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A small business in Washington state was slapped with a lawsuit after an undercover shopper for Coach bought five allegedly counterfeit Coach items at the local antique store. What can you learn from their ordeal?
Pegasus Memorabilia's owner Sherl Stocking was flabbergasted that the Coach products at issue -- including a pair of glasses sold for $9.95 -- were alleged fakes, claiming that he had bought them used at a trade show in Las Vegas, reports Seattle's KING-TV.
How can your small business avoid the same mistake?
Stocking was targeted as a part of "Operation Turnlock," a "zero-tolerance" anti-counterfeiting program initiated by Coach that employs undercover shoppers to root out fake Coach merchandise. It's resulted in approximately 700 lawsuits to date, reports KING-TV.
This is not the first time a luxury merchandiser has moved in to protect their intellectual property rights against cheap imitations; in 2011, designer Tory Burch secured a $164 million verdict against counterfeiters and the websites who sold products that sold the fake goods bearing her mark.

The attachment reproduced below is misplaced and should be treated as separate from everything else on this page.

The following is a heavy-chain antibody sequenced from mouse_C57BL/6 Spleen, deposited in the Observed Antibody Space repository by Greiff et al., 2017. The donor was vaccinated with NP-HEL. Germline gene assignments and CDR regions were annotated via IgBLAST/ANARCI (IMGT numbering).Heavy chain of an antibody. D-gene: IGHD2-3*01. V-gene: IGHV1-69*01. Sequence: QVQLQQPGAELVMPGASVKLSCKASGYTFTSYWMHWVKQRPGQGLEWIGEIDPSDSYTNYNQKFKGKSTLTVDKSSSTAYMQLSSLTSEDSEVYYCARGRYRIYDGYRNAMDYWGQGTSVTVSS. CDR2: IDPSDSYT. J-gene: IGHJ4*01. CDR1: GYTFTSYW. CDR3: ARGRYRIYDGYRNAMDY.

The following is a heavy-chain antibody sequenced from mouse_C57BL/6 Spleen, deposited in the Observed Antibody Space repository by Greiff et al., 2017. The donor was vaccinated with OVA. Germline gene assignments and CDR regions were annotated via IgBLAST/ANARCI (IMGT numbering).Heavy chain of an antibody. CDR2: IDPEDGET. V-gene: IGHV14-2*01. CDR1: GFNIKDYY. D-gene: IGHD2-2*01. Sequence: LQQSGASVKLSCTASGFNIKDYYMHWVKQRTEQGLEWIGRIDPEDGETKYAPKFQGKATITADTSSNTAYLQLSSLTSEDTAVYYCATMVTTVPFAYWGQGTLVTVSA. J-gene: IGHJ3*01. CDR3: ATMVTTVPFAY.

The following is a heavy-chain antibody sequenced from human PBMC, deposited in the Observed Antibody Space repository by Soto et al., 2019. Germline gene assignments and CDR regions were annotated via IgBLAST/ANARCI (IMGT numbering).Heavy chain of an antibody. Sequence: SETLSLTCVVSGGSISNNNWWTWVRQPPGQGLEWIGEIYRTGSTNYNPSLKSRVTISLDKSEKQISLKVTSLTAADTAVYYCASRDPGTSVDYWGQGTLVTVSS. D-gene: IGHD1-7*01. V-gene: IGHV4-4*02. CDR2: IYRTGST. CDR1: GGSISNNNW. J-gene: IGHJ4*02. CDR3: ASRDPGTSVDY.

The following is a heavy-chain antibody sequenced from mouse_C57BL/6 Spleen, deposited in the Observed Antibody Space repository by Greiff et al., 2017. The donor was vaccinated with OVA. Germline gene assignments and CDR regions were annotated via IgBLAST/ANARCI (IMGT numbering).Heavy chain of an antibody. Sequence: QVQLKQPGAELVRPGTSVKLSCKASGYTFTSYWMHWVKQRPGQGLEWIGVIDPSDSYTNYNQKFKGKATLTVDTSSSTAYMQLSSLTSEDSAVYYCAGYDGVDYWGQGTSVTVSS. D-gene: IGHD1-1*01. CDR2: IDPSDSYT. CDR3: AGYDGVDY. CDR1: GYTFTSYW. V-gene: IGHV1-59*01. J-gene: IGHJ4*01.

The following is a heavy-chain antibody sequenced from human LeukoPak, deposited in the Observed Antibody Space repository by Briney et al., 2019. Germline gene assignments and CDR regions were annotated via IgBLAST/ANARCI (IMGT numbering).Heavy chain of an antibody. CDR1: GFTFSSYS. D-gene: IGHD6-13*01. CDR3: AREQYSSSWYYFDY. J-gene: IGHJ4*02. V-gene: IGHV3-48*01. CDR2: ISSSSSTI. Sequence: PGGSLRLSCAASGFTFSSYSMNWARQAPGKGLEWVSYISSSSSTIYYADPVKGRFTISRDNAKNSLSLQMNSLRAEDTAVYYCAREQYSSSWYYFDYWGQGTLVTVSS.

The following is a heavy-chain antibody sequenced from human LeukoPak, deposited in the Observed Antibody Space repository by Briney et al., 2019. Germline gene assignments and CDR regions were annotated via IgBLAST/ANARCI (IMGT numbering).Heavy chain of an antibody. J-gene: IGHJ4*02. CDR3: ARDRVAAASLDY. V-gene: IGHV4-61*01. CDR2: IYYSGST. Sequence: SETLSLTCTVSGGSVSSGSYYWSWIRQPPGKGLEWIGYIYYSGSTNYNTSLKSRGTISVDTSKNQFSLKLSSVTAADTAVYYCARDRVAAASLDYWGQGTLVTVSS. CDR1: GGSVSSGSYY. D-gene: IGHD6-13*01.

Coach's "Turnlock" program also began by focusing on Internet retailers. But now the designer-bag behemoth is targeting small business owners like Stocking.
Average consumers can be slapped with criminal punishments for even buying one fake designer bag, so it's important that a business owner safeguard her company from criminal or civil penalties that could foreclose a business' future.
If your business deals in used goods, and knowingly sells a bag that is counterfeit, then your business may be liable for violating federal criminal law and also vulnerable to civil suits by the designers for trademark violations.
The National Association of Wholesale-Distributors suggests the following steps to avoid this liability:
If a deal is too good to be true for a designer bag, then it's likely a counterfeit. Steer clear, as you don't want to risk your business ending up in court over a fake $10 bag.
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